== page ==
Citizens in Japan have been calling the Ministry of the Environment directly, asking questions about the Ministry's dubious policy of spreading disaster (and radioactive) debris from Miyagi and Iwate Prefectures throughout Japan to be burned and buried and recycled. To their puzzlement, people who answer the calls from the citizens at the Ministry don't seem to know much about anything.
It turns out that the first line of defense for the Ministry (so to speak) is manned by employees (or part-timers) of the private businesses contracted by the Ministry to answer calls on disaster debris processing. Going nowhere and not getting any meaningful answers, many people give up on this defense line and hang up. Those who persevere may have to go through another layer or two until they get to the Ministry's employees.
Clearly, some of the people answering the phones sound like they never managed to graduate from elementary schools. The following is a reconstituted dialogue between a citizen and a woman who answered the phone at the Ministry (based on these tweets from the same person, here and here):
The woman who answered the phone at the Ministry:
The Ministry is asking [the municipalities] to accept debris whose radioactivity is between 240 to 480 becquerels, so that the radioactivity will be no more than 8000 becquerels after the debris is burned.
Becquerel per kilogram is the unit of measurement, correct? So what happens if there are several tonnes of debris?
The woman at the Ministry:
That doesn't mean the number of becquerels will increase. I tell you there will be no change, no matter how many tonnes of debris there are.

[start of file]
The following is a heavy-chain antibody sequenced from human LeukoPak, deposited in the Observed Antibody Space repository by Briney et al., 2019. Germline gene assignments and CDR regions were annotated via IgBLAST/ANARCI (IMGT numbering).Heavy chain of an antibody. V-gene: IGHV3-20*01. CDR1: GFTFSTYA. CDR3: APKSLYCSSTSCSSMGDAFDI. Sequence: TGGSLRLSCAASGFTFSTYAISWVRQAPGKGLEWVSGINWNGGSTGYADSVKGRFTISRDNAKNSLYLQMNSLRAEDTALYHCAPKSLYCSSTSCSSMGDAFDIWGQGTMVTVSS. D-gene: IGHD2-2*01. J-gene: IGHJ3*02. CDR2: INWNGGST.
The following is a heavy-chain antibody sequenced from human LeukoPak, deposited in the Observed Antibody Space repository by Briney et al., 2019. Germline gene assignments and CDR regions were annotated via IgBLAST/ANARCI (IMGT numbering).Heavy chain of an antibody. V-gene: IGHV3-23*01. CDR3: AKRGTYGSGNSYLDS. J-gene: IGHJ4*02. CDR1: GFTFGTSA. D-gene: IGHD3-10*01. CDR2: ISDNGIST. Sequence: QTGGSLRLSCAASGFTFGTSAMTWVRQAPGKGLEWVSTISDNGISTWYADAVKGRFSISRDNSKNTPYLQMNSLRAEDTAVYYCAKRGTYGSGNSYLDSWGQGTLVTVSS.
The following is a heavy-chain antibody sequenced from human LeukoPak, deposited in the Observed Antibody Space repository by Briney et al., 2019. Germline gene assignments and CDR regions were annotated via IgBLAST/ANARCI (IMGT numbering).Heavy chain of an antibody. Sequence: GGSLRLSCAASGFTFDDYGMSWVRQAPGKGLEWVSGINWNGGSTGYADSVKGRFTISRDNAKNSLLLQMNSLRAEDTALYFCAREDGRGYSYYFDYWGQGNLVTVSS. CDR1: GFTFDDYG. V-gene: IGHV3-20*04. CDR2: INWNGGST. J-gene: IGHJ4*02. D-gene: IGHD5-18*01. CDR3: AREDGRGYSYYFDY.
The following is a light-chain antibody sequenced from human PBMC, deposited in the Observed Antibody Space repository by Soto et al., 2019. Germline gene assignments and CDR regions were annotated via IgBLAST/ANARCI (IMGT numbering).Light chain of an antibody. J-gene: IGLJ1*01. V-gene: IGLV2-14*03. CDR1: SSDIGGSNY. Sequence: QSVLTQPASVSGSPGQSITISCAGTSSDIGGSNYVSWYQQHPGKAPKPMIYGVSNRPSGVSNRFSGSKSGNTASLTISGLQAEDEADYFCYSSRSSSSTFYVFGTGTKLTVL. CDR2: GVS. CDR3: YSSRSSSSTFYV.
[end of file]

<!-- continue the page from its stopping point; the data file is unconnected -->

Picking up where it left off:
480 becquerels/kg of radioactive cesium in the disaster debris means 480,000 becquerels of radioactive cesium in one tonne.
500,000 tonnes of such radioactive debris will contain 240 billion becquerels of radioactive cesium.
(I guess a graduate of an elementary school wouldn't be able to handle numbers larger than thousands.)
When the citizens finally reach the low-level proper employees of the Ministry and ask, "Who do you outsource the telephone answering service to?"
The Ministry's answer is (of course) "We can't tell you that."
I do see one good thing out of this recent development though. The Ministry finally admits openly that the disaster debris from Miyagi and Iwate Prefectures is contaminated with radioactive materials. The Ministry's narrative, for that matter the government's narrative, has been that it is just disaster debris from the March 11 earthquake/tsunami, as if the nuclear accident never happened and no radioactive fallout fell on the debris.
Nevertheless, more prefectures and municipalities have chosen to continue to focus on the old narrative, and expressed their intention to accept, burn, bury, and or recycle the disaster debris. They are mostly prefectures that have mostly escaped contamination from the Fukushima fallout, including Akita Prefecture (that produces one of the premier rice), Gifu Prefecture (that says it is worried about fast breeder Monju accident), and Osaka Prefecture/Osaka City (whose mayor who looks like a boy wonder has national ambitions).
Governor of Kanagawa Kuroiwa, a former TV personality, is doing his utmost best to bring the debris to his prefecture. His main argument is "Because Tokyo is doing it."
If you read Japanese, there is a comprehensible coverage of the disaster/radioactive debris issues including technical information and information from waste management industry people, on this togetter thread (collection of tweets) that is continuously being updated and organized.
These days, ordinary citizens know much more than the government officials and subcontractors. But so far, the government apparently has nothing to fear from the citizens, and does whatever it wants to do.